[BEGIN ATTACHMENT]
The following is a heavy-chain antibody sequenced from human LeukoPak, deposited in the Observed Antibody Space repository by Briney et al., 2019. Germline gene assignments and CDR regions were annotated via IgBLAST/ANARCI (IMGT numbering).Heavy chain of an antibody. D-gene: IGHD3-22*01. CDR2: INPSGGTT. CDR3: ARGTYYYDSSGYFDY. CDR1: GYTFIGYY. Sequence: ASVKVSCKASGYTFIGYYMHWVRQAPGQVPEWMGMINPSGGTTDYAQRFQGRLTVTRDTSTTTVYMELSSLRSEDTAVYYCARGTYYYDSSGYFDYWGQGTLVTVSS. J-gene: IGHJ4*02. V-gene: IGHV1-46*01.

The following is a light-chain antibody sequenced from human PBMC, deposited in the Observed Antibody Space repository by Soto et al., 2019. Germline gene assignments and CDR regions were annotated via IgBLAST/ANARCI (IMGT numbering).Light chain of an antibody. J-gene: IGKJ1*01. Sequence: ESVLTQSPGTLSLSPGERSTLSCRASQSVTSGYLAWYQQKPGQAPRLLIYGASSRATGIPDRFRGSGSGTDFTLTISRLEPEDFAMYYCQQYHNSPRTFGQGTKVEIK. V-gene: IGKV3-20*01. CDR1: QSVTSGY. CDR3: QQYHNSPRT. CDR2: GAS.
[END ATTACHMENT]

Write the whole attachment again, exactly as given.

The following is a heavy-chain antibody sequenced from human LeukoPak, deposited in the Observed Antibody Space repository by Briney et al., 2019. Germline gene assignments and CDR regions were annotated via IgBLAST/ANARCI (IMGT numbering).Heavy chain of an antibody. D-gene: IGHD3-22*01. CDR2: INPSGGTT. CDR3: ARGTYYYDSSGYFDY. CDR1: GYTFIGYY. Sequence: ASVKVSCKASGYTFIGYYMHWVRQAPGQVPEWMGMINPSGGTTDYAQRFQGRLTVTRDTSTTTVYMELSSLRSEDTAVYYCARGTYYYDSSGYFDYWGQGTLVTVSS. J-gene: IGHJ4*02. V-gene: IGHV1-46*01.

The following is a light-chain antibody sequenced from human PBMC, deposited in the Observed Antibody Space repository by Soto et al., 2019. Germline gene assignments and CDR regions were annotated via IgBLAST/ANARCI (IMGT numbering).Light chain of an antibody. J-gene: IGKJ1*01. Sequence: ESVLTQSPGTLSLSPGERSTLSCRASQSVTSGYLAWYQQKPGQAPRLLIYGASSRATGIPDRFRGSGSGTDFTLTISRLEPEDFAMYYCQQYHNSPRTFGQGTKVEIK. V-gene: IGKV3-20*01. CDR1: QSVTSGY. CDR3: QQYHNSPRT. CDR2: GAS.